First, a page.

A bold new history of the discovery of King Tut and the seismic impact it left on modern society.
When it was discovered in 1922, in an Egypt newly independent of the British Empire, the 3,300-year-old tomb of Tutankhamun sent shockwaves around the world. The boy-king became a household name overnight and kickstarted an international obsession that continues to this day. From pop culture and politics to tourism and the heritage industry, it’s impossible to imagine the past century without the discovery of Tutankhamun – yet so much of the story remains untold.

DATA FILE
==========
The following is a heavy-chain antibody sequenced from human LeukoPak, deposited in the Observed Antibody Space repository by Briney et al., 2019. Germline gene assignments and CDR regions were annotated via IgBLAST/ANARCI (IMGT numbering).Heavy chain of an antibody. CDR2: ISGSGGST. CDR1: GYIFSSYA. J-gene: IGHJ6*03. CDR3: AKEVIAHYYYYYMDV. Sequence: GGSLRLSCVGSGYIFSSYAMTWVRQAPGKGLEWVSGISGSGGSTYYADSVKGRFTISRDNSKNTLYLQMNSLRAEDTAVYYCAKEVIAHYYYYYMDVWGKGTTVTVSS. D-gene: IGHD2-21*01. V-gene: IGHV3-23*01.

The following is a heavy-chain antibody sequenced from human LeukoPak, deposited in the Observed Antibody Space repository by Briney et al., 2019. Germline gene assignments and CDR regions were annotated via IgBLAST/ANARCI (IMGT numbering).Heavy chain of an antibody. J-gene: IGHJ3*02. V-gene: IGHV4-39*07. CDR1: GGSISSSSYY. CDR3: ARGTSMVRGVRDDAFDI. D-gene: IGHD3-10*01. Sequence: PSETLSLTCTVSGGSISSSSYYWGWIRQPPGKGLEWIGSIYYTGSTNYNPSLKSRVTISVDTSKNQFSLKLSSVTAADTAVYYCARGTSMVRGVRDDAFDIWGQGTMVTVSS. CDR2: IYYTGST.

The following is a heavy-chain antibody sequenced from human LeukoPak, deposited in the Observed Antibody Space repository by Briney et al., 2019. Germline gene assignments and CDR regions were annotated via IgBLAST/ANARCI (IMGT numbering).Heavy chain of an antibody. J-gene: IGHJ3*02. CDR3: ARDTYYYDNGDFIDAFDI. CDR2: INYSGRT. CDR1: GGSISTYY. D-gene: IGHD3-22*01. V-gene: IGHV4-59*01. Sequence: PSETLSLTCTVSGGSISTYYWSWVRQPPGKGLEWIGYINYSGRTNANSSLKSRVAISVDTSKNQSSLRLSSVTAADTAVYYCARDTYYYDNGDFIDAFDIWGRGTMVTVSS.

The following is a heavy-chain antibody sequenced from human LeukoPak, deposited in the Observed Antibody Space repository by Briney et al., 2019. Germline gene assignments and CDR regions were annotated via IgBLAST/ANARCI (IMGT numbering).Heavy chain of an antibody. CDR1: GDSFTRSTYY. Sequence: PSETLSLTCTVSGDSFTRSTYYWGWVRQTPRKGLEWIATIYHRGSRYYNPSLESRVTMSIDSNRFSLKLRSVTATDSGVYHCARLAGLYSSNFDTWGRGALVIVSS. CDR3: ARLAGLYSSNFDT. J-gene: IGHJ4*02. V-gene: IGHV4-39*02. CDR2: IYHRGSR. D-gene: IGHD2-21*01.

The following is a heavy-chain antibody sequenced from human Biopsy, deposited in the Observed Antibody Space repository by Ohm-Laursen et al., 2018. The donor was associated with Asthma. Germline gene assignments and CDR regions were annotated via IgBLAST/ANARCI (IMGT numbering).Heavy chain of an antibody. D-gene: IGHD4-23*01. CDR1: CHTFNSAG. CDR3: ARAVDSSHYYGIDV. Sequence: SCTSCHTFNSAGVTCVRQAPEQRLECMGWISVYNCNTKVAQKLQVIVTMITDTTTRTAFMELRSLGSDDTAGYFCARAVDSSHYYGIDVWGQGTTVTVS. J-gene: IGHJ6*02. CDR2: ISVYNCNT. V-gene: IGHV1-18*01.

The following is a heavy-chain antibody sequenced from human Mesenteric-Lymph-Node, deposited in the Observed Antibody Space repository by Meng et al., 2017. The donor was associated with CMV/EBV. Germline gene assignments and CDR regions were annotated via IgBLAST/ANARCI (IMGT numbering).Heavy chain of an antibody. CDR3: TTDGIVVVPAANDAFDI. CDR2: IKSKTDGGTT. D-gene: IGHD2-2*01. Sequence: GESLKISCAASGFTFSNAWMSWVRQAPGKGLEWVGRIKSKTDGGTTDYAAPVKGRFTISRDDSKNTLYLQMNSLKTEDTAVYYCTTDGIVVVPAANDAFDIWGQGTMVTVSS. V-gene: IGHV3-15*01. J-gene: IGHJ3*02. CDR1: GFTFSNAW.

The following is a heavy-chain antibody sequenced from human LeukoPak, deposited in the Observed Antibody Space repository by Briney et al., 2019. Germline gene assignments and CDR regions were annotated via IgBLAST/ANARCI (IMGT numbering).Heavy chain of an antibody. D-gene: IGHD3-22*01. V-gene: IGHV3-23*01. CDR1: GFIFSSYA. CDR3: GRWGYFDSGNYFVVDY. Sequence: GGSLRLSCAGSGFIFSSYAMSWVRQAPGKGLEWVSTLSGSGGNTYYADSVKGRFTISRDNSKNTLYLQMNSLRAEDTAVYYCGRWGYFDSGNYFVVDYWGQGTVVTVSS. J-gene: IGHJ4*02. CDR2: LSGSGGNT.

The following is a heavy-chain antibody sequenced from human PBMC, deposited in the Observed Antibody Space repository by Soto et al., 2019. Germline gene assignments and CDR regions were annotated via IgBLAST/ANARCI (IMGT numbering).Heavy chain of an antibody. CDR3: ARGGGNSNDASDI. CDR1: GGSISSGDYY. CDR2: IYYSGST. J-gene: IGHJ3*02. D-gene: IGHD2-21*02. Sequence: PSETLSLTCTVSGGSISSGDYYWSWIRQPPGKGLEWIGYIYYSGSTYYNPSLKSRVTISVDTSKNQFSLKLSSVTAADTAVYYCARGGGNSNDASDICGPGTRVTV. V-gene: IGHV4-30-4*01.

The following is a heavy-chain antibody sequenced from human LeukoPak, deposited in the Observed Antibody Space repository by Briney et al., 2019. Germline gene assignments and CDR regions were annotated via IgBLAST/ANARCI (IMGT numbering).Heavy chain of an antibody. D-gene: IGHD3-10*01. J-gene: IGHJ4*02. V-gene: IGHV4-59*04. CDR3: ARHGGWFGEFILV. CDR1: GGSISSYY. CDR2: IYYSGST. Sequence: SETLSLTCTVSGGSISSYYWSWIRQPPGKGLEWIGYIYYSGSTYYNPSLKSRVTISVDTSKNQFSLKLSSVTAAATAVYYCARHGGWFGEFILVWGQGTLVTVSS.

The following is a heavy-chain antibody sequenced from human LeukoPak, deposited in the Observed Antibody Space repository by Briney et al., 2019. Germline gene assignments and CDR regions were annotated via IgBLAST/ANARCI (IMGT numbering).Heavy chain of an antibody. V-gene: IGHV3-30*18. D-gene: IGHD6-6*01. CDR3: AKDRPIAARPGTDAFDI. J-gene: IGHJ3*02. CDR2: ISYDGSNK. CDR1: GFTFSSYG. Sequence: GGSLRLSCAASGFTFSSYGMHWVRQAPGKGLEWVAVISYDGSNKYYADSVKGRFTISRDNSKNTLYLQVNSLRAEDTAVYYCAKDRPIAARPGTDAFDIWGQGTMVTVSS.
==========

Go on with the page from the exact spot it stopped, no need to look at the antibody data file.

In Treasured, Christina Riggs weaves compelling historical analysis with tales of lives touched, or changed forever, by an encounter with the boy-king. Who remembers that Jacqueline Kennedy first welcomed the young pharaoh to America? That a Tutankhamun revival in the 1960s helped save the ancient temples of Egyptian Nubia? Or that the British Museum’s landmark Tutankhamun exhibition in 1972 remains its most successful ever? But not everything about ‘King Tut’ glitters: tours of his treasures in the 1970s were linked to Big Oil, his mummified remains have been exploited in the name of science, and accounts of his tomb’s discovery exclude Egyptian archaeologists.
Treasured offers a bold new history of the young pharaoh who has as much to tell us about our world as his own.